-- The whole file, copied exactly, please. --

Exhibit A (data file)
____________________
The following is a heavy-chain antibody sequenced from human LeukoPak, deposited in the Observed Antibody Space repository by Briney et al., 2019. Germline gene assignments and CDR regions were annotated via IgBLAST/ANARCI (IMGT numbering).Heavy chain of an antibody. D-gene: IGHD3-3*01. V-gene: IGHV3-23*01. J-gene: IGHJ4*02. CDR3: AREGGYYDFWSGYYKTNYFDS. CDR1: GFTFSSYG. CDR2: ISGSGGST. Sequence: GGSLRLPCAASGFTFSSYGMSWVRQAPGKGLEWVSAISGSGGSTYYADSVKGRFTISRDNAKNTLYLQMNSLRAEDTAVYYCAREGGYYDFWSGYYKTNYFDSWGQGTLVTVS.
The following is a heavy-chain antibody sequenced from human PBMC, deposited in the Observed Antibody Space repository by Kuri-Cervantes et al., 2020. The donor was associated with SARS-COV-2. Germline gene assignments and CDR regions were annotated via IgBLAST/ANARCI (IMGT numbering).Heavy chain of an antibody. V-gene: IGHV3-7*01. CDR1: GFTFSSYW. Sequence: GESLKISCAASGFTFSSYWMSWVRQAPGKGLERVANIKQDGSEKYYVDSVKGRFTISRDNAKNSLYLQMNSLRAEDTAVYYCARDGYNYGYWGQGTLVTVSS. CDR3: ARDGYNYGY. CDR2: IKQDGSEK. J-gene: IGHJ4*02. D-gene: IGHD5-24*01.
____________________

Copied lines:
The following is a heavy-chain antibody sequenced from human LeukoPak, deposited in the Observed Antibody Space repository by Briney et al., 2019. Germline gene assignments and CDR regions were annotated via IgBLAST/ANARCI (IMGT numbering).Heavy chain of an antibody. D-gene: IGHD3-3*01. V-gene: IGHV3-23*01. J-gene: IGHJ4*02. CDR3: AREGGYYDFWSGYYKTNYFDS. CDR1: GFTFSSYG. CDR2: ISGSGGST. Sequence: GGSLRLPCAASGFTFSSYGMSWVRQAPGKGLEWVSAISGSGGSTYYADSVKGRFTISRDNAKNTLYLQMNSLRAEDTAVYYCAREGGYYDFWSGYYKTNYFDSWGQGTLVTVS.
The following is a heavy-chain antibody sequenced from human PBMC, deposited in the Observed Antibody Space repository by Kuri-Cervantes et al., 2020. The donor was associated with SARS-COV-2. Germline gene assignments and CDR regions were annotated via IgBLAST/ANARCI (IMGT numbering).Heavy chain of an antibody. V-gene: IGHV3-7*01. CDR1: GFTFSSYW. Sequence: GESLKISCAASGFTFSSYWMSWVRQAPGKGLERVANIKQDGSEKYYVDSVKGRFTISRDNAKNSLYLQMNSLRAEDTAVYYCARDGYNYGYWGQGTLVTVSS. CDR3: ARDGYNYGY. CDR2: IKQDGSEK. J-gene: IGHJ4*02. D-gene: IGHD5-24*01.